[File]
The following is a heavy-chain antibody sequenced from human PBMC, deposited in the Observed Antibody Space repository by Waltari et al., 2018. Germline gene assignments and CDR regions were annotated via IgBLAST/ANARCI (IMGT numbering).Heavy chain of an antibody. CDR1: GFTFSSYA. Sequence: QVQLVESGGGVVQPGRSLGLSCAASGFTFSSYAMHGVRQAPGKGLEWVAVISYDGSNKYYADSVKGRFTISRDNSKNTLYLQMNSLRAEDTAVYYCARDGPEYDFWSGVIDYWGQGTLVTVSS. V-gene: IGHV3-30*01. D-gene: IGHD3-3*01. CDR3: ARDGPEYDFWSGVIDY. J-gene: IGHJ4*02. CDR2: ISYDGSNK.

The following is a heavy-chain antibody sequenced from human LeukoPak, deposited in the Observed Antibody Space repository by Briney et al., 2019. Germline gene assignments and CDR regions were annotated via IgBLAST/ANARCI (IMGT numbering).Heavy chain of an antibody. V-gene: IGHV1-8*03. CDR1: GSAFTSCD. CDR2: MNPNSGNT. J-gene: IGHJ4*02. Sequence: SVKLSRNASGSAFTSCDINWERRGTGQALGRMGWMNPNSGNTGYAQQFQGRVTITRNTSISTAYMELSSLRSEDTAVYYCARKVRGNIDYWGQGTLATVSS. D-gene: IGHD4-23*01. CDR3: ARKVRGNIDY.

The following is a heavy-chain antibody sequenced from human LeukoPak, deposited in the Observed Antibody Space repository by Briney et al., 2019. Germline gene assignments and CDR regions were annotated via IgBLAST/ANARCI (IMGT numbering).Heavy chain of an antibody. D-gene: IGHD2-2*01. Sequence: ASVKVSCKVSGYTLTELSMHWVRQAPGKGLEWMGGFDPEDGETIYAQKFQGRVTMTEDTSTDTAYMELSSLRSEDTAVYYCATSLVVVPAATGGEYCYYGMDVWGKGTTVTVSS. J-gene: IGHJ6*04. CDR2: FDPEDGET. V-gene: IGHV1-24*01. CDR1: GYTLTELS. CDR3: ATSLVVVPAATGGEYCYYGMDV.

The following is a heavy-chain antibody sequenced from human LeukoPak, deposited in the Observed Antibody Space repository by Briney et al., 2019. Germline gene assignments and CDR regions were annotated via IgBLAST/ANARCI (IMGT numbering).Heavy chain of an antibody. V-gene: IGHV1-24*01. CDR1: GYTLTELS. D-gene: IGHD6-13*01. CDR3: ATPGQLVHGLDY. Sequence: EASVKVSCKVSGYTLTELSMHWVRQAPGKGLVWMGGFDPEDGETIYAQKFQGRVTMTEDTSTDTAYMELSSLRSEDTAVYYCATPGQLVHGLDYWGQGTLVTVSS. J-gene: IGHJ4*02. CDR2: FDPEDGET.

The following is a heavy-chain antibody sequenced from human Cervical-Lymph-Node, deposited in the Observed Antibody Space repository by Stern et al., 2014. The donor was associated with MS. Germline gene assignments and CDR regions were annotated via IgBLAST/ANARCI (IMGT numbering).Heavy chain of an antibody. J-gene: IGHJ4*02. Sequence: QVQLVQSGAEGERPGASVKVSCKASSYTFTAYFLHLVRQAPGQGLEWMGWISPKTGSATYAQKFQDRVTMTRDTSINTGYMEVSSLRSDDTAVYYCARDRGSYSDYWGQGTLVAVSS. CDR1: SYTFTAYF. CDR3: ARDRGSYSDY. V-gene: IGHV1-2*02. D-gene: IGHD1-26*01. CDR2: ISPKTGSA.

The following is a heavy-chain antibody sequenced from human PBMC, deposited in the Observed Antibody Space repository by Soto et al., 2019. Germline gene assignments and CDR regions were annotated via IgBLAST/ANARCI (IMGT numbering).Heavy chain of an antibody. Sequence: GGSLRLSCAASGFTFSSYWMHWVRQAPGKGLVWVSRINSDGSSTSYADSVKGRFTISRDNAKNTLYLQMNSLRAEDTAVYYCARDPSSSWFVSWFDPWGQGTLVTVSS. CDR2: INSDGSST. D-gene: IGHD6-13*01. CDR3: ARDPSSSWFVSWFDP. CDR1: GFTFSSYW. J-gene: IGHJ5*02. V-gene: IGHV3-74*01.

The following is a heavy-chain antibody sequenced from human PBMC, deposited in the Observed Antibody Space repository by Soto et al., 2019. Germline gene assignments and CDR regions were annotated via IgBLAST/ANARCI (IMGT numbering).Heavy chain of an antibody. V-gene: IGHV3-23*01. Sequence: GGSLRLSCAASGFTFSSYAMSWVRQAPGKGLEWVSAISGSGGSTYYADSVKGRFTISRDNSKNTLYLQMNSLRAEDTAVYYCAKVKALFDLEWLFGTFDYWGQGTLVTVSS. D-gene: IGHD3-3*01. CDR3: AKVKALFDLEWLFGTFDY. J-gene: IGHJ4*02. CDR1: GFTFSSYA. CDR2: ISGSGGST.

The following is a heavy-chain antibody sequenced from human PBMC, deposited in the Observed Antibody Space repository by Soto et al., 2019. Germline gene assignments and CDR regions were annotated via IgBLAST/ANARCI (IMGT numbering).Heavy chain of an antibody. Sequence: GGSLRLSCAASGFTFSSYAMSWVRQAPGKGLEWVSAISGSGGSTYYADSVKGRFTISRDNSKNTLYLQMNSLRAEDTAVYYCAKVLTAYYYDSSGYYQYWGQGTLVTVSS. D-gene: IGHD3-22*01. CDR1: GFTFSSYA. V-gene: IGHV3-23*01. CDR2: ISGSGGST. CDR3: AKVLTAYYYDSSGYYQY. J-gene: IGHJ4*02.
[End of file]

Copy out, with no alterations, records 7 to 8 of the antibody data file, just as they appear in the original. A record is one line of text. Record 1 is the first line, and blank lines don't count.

The following is a heavy-chain antibody sequenced from human PBMC, deposited in the Observed Antibody Space repository by Soto et al., 2019. Germline gene assignments and CDR regions were annotated via IgBLAST/ANARCI (IMGT numbering).Heavy chain of an antibody. V-gene: IGHV3-23*01. Sequence: GGSLRLSCAASGFTFSSYAMSWVRQAPGKGLEWVSAISGSGGSTYYADSVKGRFTISRDNSKNTLYLQMNSLRAEDTAVYYCAKVKALFDLEWLFGTFDYWGQGTLVTVSS. D-gene: IGHD3-3*01. CDR3: AKVKALFDLEWLFGTFDY. J-gene: IGHJ4*02. CDR1: GFTFSSYA. CDR2: ISGSGGST.

The following is a heavy-chain antibody sequenced from human PBMC, deposited in the Observed Antibody Space repository by Soto et al., 2019. Germline gene assignments and CDR regions were annotated via IgBLAST/ANARCI (IMGT numbering).Heavy chain of an antibody. Sequence: GGSLRLSCAASGFTFSSYAMSWVRQAPGKGLEWVSAISGSGGSTYYADSVKGRFTISRDNSKNTLYLQMNSLRAEDTAVYYCAKVLTAYYYDSSGYYQYWGQGTLVTVSS. D-gene: IGHD3-22*01. CDR1: GFTFSSYA. V-gene: IGHV3-23*01. CDR2: ISGSGGST. CDR3: AKVLTAYYYDSSGYYQY. J-gene: IGHJ4*02.